Police commissioner decries proposed cuts

Says crime fighting would be set back a decade

May 13, 2010|By Peter Hermann, The Baltimore Sun

Baltimore Police Commissioner Frederick H. Bealefeld III urged City Council members on Thursday to resist suggested budget cuts that he said would decimate his department and set back a decade of progress in reducing shootings and homicides.

During a 45 minute presentation, Bealefeld railed against a budget process that department heads have said largely froze him out and instead relied on recommendations from the finance department.

Bealefeld said the cuts were not grounded in reality, would violate a union contract, would devastate patrol operations and could prompt an exodus of officers and detectives beyond the 300 or so he estimated could be laid off.

He noted that his department has cut overtime by $13 million since 2007 — from $31.6 million to $14.2 million, a 43 percent drop — and still reduced homicides to a three-decade low and dropped other crimes by greater amounts.

Baltimore is facing a $121 million shortfall in its $2.2 billion budget and has proposed deep cuts in all agencies. Mayor Stephanie C. Rawlings-Blake is asking the City Council to approve a $50 million package of new fees and taxes that would wipe out the proposed police cuts and steer money to other departments.

Many officials believe the tax package will pass, meaning the police department would keep its staffing levels, and helicopter, marine and horse units. Still, Bealfeld and other department heads are mounting vigorous defenses to show why proposed cuts would be damaging.

City Councilwoman Rochelle "Rikki" Spector ended the nearly two-hour budget session by say leaders have no choice but to find the $16 million that city police need to maintain current operations. "We're going to have to bite the bullet and find more revenue," she said.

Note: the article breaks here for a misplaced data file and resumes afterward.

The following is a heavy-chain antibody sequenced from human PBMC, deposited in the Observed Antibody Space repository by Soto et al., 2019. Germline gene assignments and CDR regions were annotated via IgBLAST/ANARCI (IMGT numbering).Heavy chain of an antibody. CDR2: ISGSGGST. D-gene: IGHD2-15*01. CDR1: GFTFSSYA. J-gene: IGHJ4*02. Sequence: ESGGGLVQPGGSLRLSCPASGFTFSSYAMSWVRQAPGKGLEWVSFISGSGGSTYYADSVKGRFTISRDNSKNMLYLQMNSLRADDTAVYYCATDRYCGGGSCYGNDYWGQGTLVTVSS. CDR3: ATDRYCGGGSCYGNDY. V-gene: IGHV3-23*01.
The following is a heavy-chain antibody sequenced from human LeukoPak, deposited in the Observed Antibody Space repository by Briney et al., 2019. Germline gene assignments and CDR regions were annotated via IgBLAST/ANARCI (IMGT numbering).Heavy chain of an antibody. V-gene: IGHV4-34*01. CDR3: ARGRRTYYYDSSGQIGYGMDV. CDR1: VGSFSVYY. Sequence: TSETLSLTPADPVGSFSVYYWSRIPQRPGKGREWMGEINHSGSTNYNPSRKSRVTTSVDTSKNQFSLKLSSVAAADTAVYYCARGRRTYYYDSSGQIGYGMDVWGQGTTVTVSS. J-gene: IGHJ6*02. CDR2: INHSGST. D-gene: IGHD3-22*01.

Councilwoman Mary Pat Clarke criticized the budget process, and asked Andrew W. Klein, a city finance official, who devised the proposed cuts.

Bealefeld shook his head no. Klein answered, "the results team." He noted that because police and fire are considered sacrosanct, they faced only 3 percent cuts while other departments, such parks and recreation, are facing 8 percent cuts.

"Fire and police are the priority," he said. "But they can't be the only priority."

Klein said the proposed police cuts "protects" patrol officers because the recommendations were to cut from specialized units, such as aviation, SWAT, traffic enforcement and detective squads. His projections would abolish 193 police positions.

But Bealefeld put the number of losses higher, between 250 and 300, because the union contract bars commanders from picking and choosing who gets laid off. "Last in, first out," he said, explaining that officers with the least seniority get fired first.

And those aren't detectives or officers in SWAT and aviation. "Those are patrol officers, the ones in your neighborhoods." And because they make less than their more senior colleagues, more would have to be fired to save the same amount of money. He added that a proposal to lay off 50 contractual workers would also backfire because sworn officers would have to be taken off the street to replace them.

Belinda Conaway, the chairwoman of the budget committee, also lashed out at Klein, saying, "So it just looks good on paper that we've saved money because in reality this can't come to pass."


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